By MARK MELTZER
For Claire Hartfield, the history of race relations in Chicago has a special meaning rooted in the stories her grandmother told her. Those stories inspired her to write “A Few Red Drops: The Chicago Race Riot of 1919,” which was awarded the prestigious Coretta Scott King book award.
“When I was a little girl, I used to go visit my grandmother once a week and she would tell me stories that I found fascinating,” said Hartfield during an interview.
On a summer day in 1919, at a South Side beach that no longer exists, a white man became enraged when he believed a black swimmer came too close to the section of the beach reserved for white bathers. The black swimmer was killed, and racial of violence erupted in neighborhoods throughout the South Side.
Her grandmother told her about being caught up in the rioting on her way home from work to the “back belt” – which today is the northern section of Bronzeville – that then housed the city’s black population.
The trolley Hartfield’s grandmother rode got embroiled in the violence, so much so that the driver wouldn’t let passengers get off until the end of its route. After she got off the trolley on that day, she had to walk home amid the violence.
In the rioting, 38 people died; 500 were injured; and $1 million in property was destroyed. Two-thirds of the victims were African American, one-third were white.
“The city stationed heavy concentrations of police officers in the riot area,” she said. “But hardly anyone was arrested. That begs the question, what were they doing?”
In recent years, Hartfield said, explaining her decision to write the book, which is aimed at young adult readers, she would see turmoil in places like Ferguson, Mo., and Baltimore. “That would call up my memory of the story that my grandmother had told me.”
Hartfield drew comparisons between life for black Chicagoans today and back in 1919, such as the distrust between blacks and the police. She said there were incidents on a weekly basis back then about injustices that were occurring.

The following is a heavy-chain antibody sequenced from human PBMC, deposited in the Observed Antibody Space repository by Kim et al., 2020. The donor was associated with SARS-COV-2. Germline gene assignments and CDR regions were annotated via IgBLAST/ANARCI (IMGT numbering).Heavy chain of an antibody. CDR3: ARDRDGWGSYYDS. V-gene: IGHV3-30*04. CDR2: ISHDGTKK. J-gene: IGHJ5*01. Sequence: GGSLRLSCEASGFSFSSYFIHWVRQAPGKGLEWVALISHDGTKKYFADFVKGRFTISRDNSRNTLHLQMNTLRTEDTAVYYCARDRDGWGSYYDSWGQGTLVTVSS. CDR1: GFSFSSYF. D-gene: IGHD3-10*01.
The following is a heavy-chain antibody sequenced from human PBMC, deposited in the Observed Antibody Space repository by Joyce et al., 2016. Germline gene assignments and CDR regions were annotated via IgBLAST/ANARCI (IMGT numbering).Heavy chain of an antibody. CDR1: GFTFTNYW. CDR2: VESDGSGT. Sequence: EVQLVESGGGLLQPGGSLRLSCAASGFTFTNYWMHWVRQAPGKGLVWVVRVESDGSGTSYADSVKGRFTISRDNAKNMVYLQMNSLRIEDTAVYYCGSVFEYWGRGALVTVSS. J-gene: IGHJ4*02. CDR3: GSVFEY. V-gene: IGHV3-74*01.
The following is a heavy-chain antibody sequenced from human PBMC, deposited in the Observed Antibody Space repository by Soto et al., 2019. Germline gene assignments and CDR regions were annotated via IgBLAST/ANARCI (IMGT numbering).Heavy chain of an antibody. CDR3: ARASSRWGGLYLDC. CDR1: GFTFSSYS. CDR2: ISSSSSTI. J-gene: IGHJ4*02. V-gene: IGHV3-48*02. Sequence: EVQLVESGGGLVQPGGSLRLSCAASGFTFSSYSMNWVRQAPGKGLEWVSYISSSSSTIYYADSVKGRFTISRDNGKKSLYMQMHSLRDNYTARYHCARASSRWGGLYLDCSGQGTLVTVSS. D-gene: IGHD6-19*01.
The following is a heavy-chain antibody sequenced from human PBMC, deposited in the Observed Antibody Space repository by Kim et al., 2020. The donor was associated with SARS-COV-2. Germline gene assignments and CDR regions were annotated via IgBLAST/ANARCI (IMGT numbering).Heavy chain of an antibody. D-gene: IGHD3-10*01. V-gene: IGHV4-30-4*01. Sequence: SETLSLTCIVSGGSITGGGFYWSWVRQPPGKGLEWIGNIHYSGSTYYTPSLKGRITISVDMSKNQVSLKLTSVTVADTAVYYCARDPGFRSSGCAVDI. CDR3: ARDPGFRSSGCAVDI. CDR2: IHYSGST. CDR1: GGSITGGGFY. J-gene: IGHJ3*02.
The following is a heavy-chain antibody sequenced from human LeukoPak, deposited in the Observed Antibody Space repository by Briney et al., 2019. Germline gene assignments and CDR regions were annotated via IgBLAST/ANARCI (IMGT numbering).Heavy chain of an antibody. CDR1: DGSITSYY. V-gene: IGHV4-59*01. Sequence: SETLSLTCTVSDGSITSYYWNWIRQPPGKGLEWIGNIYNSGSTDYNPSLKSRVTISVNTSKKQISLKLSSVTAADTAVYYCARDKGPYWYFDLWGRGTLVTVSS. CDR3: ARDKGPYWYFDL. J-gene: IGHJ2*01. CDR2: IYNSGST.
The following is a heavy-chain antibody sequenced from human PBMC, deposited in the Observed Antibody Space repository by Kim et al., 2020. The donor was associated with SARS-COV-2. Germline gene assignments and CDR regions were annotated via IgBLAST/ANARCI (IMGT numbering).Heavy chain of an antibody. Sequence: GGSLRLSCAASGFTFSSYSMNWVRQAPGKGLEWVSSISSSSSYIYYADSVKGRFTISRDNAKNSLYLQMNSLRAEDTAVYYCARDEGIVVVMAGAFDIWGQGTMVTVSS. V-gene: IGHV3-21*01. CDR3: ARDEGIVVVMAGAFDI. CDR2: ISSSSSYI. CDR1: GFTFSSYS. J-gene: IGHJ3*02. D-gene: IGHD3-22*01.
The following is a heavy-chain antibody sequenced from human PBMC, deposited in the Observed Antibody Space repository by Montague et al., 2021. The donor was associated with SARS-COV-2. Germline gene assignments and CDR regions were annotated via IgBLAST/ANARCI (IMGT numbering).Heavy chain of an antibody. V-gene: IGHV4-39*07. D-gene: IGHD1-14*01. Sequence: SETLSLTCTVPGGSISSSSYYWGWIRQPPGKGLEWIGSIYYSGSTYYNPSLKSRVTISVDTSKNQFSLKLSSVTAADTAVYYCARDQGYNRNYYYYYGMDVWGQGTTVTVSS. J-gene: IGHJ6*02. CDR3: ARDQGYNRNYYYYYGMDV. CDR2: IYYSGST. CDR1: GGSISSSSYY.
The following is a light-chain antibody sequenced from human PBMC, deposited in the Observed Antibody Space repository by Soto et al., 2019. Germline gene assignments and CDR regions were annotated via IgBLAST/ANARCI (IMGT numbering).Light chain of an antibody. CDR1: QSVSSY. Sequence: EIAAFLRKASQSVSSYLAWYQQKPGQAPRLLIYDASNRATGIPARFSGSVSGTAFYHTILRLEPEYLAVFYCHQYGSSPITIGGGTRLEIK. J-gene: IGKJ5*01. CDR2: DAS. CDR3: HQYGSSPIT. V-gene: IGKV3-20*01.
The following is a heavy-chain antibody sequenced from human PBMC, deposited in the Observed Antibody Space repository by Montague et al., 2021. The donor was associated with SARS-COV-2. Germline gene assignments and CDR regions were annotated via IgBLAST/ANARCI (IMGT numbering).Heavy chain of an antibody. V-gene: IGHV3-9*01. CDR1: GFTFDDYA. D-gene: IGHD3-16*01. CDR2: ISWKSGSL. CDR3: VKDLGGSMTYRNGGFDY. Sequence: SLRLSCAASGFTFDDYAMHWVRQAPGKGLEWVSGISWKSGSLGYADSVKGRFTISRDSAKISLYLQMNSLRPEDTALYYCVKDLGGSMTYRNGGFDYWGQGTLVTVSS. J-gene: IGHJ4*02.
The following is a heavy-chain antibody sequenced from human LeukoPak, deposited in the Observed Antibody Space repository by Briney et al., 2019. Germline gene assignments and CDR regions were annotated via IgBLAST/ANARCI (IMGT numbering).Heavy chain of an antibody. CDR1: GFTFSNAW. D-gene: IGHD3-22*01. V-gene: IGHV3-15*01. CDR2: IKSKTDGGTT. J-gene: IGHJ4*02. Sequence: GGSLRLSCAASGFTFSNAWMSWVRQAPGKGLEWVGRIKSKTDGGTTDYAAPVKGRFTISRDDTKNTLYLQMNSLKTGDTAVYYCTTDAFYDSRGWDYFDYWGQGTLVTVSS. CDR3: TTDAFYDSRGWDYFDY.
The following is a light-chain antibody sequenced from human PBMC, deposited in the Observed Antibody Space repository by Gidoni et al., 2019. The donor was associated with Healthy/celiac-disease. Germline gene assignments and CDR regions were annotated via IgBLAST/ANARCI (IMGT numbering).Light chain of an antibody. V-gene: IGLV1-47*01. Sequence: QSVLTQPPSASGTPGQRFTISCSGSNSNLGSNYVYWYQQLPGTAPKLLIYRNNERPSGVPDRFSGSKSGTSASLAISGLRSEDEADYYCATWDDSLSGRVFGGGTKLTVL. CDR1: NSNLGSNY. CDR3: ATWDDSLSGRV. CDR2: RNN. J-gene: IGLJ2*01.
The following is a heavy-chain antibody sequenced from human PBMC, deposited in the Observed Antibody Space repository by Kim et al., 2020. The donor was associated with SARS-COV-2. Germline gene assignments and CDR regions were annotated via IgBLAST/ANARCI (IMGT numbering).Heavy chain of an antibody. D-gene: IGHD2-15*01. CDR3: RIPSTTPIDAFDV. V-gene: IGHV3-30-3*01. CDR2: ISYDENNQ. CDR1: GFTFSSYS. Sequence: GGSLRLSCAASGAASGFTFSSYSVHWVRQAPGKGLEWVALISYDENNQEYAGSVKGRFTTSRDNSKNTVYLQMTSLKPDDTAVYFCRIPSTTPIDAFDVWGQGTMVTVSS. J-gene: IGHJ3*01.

The lifelong Hyde Parker said she has focused her life’s work on helping young people achieve their potential. As a lawyer (she attended University of Chicago law school) she pursued school desegregation litigation. Later she headed a non-profit organization that runs the charter school in the impoverished East Garfield Park neighborhood.
“Young people know what’s going on even if adults don’t talk to them about it,” she said.
“But their world is sometimes very narrow. And so they sometimes can come away with the feeling that what they’re going through today has never happened before…
“And knowing their history is so important to having a context for what is going on today and also for them to be able to be proactive in not repeating mistakes that were made but also building upon some of the positive things that might have come out of that time period. And taking them even further so that as they walk forward into the future they are able to contribute to making society here a lot better. So that’s what I was thinking of when I decided to write the book.”
While the book is aimed at seventh graders and higher, she said adults are “very interested” in it, too. “Part of that (interest) is because a lot of people living in Chicago have never heard of the 1919 race riot,” she said.
Hartfield said she hopes the book will inspire people to become involved today toward helping to make life better for others.
As for the Coretta Scott King award, “it was unexpected, it was a tremendous honor. I’m thrilled. And I’m still a little bit numb about it.
“But after the initial moments I think that the biggest feeling that’s really deep inside me is it’s so exciting, as I have more interactions with people who are interested in learning about this history, that by shining a spotlight on this it’s now moving beyond Chicago and Illinois to be known nationwide.
“I’m able to reach all sorts of people who don’t know about this history and it’s really relevant not just to Chicago not just to the south side, not just Illinois but to the nation as a whole. In fact, that summer of the Chicago race riot there were 25 riots across the country. And that summer is now known as red summer because of all the bloodshed. And the reasons for those riots really are rooted in the same causes that” led to the Chicago riots.
Hartfield, 61, said the “challenges that we face now across the country run parallel to each other and so I think there should be a national discussion about not just what happened in Chicago in 1919 but what was going on nationally 100 years ago. How it’s different. How it’s the same. What can we do better. So that’s one of the beautiful things of having an award that’s nationally recognized.”